Ethiopian Wolf (Canis Simensis)
The Ethiopian Wolf is one of the rarest and most endangered of all canids. It goes by many names, which reflects the uneasy history of the species in determining it’s precise taxonomy. They share many features that are more aligned with smaller canids such as foxes. However, they are now thought to be related to the wolves of the genus Canis, rather than foxes they resemble.
They stand, on average about 6 or 7 inches taller than the African Wolves of Canis Lupaster, but are much smaller than their grey wolf cousins. They have a longer muzzle and smaller teeth than other species. The male Ethiopian wolves are significantly larger than the females, weighing from 33 – 42 pounds (15 – 19 kilograms) and females weighing from 24 – 31 pounds (11.2 – 14.15 kilograms).
- Height: 21–24 in (53–62 cm)
- Length: 33.1–39.8 in (84–101 cm)
- Weight: 24-42 lbs (11.2-19 kg)
What Is Bergmann’s Rule?
Bergmann’s rule is a rule that aligns with the geographical location of an animal and the impact that has on size and weight variation within species of a particular family or clade. Species of a clade that live in higher latitudes with colder temperatures, have larger, bulkier bodies than those that live in warmer, lower latitudes. This rule can be observed widely in different mammal and bird species. It is particularly evident when observing sub species of the grey wolf.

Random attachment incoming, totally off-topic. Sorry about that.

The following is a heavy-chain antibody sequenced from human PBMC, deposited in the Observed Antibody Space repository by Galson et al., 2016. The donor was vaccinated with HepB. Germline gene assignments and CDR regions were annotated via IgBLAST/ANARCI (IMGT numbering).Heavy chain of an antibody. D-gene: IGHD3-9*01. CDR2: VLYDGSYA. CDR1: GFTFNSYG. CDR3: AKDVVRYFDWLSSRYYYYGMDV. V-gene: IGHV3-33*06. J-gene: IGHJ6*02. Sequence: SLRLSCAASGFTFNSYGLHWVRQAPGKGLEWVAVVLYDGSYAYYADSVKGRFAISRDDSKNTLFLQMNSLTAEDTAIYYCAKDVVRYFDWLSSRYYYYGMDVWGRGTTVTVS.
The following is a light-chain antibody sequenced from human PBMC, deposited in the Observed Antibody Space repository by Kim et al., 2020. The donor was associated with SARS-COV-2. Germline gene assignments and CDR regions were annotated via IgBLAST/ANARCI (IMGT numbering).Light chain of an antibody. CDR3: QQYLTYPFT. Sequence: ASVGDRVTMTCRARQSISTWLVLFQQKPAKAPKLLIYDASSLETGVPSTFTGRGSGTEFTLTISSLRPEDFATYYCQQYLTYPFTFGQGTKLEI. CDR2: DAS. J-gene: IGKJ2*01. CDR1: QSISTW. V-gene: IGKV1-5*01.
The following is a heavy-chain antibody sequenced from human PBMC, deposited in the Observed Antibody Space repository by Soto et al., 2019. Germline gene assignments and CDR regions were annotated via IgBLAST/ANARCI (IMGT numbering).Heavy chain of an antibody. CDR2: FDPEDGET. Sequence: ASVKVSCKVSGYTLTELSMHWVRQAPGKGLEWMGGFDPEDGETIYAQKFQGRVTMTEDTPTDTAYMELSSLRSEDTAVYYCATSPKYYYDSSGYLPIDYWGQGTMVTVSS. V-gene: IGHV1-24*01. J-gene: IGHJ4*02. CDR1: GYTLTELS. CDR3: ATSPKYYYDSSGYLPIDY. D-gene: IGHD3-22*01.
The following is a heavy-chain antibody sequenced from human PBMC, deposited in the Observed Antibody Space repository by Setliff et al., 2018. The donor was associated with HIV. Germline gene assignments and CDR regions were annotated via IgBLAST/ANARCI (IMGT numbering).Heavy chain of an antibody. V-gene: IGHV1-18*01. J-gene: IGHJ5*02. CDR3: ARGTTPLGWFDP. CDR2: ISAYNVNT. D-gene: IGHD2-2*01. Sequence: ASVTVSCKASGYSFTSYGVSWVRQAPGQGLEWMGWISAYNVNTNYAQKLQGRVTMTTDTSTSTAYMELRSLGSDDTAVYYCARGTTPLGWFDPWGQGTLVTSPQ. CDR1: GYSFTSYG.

For more information on the different size of wolves, check out our larger wolf size comparison post!
Large Wolf FAQs
- Grey Wolves are the largest of all the members of the Canis genus, which includes foxes, jackals, coyotes and the domestic dog.
- The Dire Wolf is still considered to have been the largest species of wolf to have ever existed.
- Despite their reputation, wolves are usually shy and reclusive from humans.
- Even the largest wolves – Northwestern Wolves – can run up to 64 kilometers per hour (40 mph). This is fast enough to catch most prey, especially if hunting in a pack.
- The largest wolf is not the fastest though, with some subspecies of grey wolf able to reach up to 70 kph (43.5 mph) and to maintain this in pursuit for up to 20- minutes.
- Despite their size and speed, most hunting attempts end in failure.